See if your airport has a program for traveling with children who have special needs. Sign up and go to this before you travel. In Minnesota, we have the Navigating MSP Program. The most useful part for me was going through security with all of Sam’s medical supplies he needs with him at all times. Keep in mind, security will open and test every liquid.

Navigating MSP Program
Kids will get a chance to go in the cockpit.
Navigating MSP Program
Sam thought it was pretty great in the cockpit.

Take all of your child’s medications with you as a carry on. We bought a backpack cooler so the meds will be easier to transport. All medications need to have their prescription labels attached.

Does your child eat by mouth? If not, ask what others have done to ease ear pain. We’re going to try EarPlanes. I’ll let you know if they worked or not for Sam.

OXYGEN…start this process very early in your trip planning! You cannot take oxygen tanks on an airplane so you will need to get a portable oxygen concentrator (POC) that is FAA approved. Depending on your child’s oxygen needs, the FAA requires 150% battery life for every one hour of flight time. For example, based on our one and a half hour flight, Sam will need three charged batteries. The POC will need to be approved forty-eight hours before you fly. Unfortunately, your insurance will likely not cover a POC, but if you’re child is on a waiver, that will. You will have to go though the process of getting the concentrator denied by your insurance before the waiver will cover it. You will not be able to fly if you do not get approval for the POC.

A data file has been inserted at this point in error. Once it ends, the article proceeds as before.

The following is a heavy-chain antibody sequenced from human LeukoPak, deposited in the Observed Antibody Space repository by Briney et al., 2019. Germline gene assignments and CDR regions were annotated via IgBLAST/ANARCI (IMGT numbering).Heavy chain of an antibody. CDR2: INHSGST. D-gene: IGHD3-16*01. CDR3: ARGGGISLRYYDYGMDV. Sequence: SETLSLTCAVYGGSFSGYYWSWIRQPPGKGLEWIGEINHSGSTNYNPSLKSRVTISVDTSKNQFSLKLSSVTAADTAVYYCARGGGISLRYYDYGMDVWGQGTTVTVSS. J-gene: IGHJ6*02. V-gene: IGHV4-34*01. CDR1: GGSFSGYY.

Call TSA Cares 72 hours before your flight to get assistance at the airport with security.